Without having read this book, no persons literary education is truly complete.
A series of observations of the people in a Bosnian town over a 700 year period, it centres around a bridge built as a bequest of a 'local boy done good' in the bureaucratic machinery of the Ottoman empire.
From start to finish it is beautifully evocative, skilfully written prose from Serbia's finest modern author. Some reviewers query the way Andric refers to Bosnian muslims: it's a minor detail, and is rooted in the fact that ALL islamic occupiers and converts to islam were referred to as Turks by the ethnic Serbs.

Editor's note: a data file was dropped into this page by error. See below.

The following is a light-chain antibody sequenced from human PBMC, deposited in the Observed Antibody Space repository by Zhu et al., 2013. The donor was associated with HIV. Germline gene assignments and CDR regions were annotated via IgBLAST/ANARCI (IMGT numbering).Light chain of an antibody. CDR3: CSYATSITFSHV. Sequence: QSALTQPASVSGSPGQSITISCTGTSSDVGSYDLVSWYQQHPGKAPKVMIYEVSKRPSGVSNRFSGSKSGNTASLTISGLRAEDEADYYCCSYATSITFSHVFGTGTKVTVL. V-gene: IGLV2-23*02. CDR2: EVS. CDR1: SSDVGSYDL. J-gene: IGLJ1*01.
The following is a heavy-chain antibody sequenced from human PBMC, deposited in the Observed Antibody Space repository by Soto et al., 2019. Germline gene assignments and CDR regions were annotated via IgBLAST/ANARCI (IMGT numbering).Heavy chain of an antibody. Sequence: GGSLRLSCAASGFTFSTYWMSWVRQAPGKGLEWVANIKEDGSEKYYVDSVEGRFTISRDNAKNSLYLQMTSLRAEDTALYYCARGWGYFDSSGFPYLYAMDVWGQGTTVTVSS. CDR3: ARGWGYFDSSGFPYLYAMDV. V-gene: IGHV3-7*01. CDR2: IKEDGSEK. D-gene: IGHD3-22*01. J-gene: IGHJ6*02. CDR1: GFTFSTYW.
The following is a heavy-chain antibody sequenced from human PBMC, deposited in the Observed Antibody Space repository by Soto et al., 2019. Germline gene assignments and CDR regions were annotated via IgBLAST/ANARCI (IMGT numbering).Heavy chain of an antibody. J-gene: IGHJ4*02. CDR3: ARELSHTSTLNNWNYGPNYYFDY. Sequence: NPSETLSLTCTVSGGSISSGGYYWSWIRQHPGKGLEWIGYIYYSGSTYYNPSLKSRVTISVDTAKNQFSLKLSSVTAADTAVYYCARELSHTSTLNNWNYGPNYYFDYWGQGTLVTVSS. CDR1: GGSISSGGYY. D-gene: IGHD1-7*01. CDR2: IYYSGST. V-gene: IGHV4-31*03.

Ignore the politics, set aside your preconceptions about the Balkans, and revel in a beautiful tale of ordinary people and the all-consuming dramas of their lives.
Then start on Andric's 'The Damned Yard and other stories' - another volume of engrossingly beautiful storytelling!